Now the board may have helped our opponents. The calling station (UTG+1) does not have to bother us here since he will call anyway. However the small blind may call/raise us with a large range of hands and we would have to fold our weak draw.

      Our position is a clear advantage here. We can choose to check behind instead of placing a continuation bet and decide what to do on the turn instead, but most importantly we receive more information from our opponents as they have to act before we do.


      4) Out of position with two opponents


      0.25/0.50 No-Limit Hold'em (6 handed)
      Hand recorder used for this poker hand: Texas Grabem 1.9 by www.pokerstrategy.com.

      Preflop: Hero is BB with A:diamond: , K:heart:
      2 folds, CO calls $0.50, BU calls $0.50, SB folds, Hero raises to $3.00, CO calls $2.50, BU calls $2.50.

      Flop: ($9.25) J:heart: , 6:diamond: , 6:heart: (3 players)
      Hero ?

      Here we find ourselves in an unpleasant situation. It is likely that our opponents did not hit this board, but especially with bad players limping in late positions there are quite a few hands they could hold (typical ranges of hands for this type of player: broadways, pocketpairs, monsters, aces of all kinds).

      In my point of view we will get called too often on flops like this (for example by someone holding a pocketpair, any ace, a six or a jack) in order to be able to draw value out of our continuation bet here.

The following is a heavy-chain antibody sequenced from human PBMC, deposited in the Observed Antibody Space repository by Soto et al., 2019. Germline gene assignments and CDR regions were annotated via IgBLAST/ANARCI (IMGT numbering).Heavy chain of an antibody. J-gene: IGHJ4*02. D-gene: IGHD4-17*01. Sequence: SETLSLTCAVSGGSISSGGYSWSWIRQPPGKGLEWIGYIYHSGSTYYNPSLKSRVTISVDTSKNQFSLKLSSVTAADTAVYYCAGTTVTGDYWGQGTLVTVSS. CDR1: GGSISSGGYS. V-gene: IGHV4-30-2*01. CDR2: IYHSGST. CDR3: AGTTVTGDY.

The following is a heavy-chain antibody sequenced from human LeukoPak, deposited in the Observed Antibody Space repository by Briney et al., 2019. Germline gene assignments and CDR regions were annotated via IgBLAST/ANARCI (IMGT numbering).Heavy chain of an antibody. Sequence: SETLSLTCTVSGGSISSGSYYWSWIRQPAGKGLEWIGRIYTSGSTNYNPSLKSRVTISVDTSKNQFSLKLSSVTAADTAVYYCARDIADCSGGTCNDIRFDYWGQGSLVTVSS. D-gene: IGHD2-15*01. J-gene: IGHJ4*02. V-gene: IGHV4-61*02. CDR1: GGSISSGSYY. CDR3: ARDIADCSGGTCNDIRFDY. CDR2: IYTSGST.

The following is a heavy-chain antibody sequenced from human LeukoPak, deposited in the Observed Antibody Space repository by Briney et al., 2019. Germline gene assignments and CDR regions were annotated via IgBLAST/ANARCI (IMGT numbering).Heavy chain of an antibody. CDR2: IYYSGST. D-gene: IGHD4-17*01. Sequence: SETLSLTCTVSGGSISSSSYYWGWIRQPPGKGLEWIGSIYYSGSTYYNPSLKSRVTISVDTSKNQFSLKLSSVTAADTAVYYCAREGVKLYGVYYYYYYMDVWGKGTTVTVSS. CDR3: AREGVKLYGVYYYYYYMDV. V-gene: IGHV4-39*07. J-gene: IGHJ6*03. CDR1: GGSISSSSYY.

In this spot we would have to bet 2/3 of the potsize, which means that we have to be successful with our move on the flop and pick up the pot in 40% of the cases.
      Especially against weak opponents I do not see that happening that often on the flop and in case we get called here we are obliged to place a second bet on the turn. However even a second bet may fail against unknown players and therefore this is not profitable in the long run.

      5) extremely weak draws vs. callingstations


      0.25/0.50 No-Limit Hold'em (4 handed)
      Hand recorder used for this poker hand: Texas Grabem 1.9 by www.pokerstrategy.com.

      Preflop: Hero is BU with 4:club: , 5:club:
      CO folds, Hero raises to $2.00, SB folds, BB calls $1.50.

      Flop: ($4.25) 7:heart: , 8:spade: , 2 (2 players)